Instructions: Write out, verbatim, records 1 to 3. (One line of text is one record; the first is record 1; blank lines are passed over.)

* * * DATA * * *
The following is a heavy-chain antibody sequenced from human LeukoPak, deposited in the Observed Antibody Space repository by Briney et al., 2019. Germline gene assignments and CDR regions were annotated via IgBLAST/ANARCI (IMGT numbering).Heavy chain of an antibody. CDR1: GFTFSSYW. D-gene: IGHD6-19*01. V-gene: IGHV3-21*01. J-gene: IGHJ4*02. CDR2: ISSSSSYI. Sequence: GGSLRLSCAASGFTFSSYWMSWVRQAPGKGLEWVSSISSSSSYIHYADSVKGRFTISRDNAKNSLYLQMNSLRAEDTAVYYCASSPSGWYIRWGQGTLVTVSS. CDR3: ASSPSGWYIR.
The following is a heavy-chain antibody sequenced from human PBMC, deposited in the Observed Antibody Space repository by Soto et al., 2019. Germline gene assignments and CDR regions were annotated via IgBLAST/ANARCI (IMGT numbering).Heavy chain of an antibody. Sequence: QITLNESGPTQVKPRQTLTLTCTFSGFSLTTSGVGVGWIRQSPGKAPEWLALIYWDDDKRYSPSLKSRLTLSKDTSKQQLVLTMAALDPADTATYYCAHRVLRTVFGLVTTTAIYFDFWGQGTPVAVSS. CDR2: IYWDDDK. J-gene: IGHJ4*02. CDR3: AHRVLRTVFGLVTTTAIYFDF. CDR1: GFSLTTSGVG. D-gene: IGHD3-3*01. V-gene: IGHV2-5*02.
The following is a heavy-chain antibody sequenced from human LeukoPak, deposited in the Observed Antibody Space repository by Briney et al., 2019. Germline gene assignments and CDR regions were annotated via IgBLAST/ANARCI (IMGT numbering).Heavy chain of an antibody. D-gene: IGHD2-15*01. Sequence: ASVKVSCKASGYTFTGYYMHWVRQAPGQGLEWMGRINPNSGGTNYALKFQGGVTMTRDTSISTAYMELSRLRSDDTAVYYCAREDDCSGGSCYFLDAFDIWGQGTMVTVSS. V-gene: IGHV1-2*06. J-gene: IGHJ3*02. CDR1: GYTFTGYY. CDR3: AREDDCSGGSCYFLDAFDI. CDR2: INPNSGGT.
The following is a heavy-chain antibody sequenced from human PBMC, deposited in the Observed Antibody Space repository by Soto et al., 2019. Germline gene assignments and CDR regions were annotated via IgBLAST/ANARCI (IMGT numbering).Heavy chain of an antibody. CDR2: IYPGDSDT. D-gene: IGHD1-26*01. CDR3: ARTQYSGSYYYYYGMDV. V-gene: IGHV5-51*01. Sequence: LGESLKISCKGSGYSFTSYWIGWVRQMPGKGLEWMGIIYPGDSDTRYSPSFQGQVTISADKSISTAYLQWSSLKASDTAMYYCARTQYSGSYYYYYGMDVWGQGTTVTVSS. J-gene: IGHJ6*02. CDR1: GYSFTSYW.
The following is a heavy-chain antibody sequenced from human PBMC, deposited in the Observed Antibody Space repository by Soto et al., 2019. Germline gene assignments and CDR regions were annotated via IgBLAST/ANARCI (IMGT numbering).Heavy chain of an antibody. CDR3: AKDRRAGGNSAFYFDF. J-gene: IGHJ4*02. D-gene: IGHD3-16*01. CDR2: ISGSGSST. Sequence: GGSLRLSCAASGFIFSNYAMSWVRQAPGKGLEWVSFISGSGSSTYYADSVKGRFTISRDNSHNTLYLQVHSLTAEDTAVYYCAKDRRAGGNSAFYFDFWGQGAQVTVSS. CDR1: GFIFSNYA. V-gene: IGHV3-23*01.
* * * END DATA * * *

The following is a heavy-chain antibody sequenced from human LeukoPak, deposited in the Observed Antibody Space repository by Briney et al., 2019. Germline gene assignments and CDR regions were annotated via IgBLAST/ANARCI (IMGT numbering).Heavy chain of an antibody. CDR1: GFTFSSYW. D-gene: IGHD6-19*01. V-gene: IGHV3-21*01. J-gene: IGHJ4*02. CDR2: ISSSSSYI. Sequence: GGSLRLSCAASGFTFSSYWMSWVRQAPGKGLEWVSSISSSSSYIHYADSVKGRFTISRDNAKNSLYLQMNSLRAEDTAVYYCASSPSGWYIRWGQGTLVTVSS. CDR3: ASSPSGWYIR.
The following is a heavy-chain antibody sequenced from human PBMC, deposited in the Observed Antibody Space repository by Soto et al., 2019. Germline gene assignments and CDR regions were annotated via IgBLAST/ANARCI (IMGT numbering).Heavy chain of an antibody. Sequence: QITLNESGPTQVKPRQTLTLTCTFSGFSLTTSGVGVGWIRQSPGKAPEWLALIYWDDDKRYSPSLKSRLTLSKDTSKQQLVLTMAALDPADTATYYCAHRVLRTVFGLVTTTAIYFDFWGQGTPVAVSS. CDR2: IYWDDDK. J-gene: IGHJ4*02. CDR3: AHRVLRTVFGLVTTTAIYFDF. CDR1: GFSLTTSGVG. D-gene: IGHD3-3*01. V-gene: IGHV2-5*02.
The following is a heavy-chain antibody sequenced from human LeukoPak, deposited in the Observed Antibody Space repository by Briney et al., 2019. Germline gene assignments and CDR regions were annotated via IgBLAST/ANARCI (IMGT numbering).Heavy chain of an antibody. D-gene: IGHD2-15*01. Sequence: ASVKVSCKASGYTFTGYYMHWVRQAPGQGLEWMGRINPNSGGTNYALKFQGGVTMTRDTSISTAYMELSRLRSDDTAVYYCAREDDCSGGSCYFLDAFDIWGQGTMVTVSS. V-gene: IGHV1-2*06. J-gene: IGHJ3*02. CDR1: GYTFTGYY. CDR3: AREDDCSGGSCYFLDAFDI. CDR2: INPNSGGT.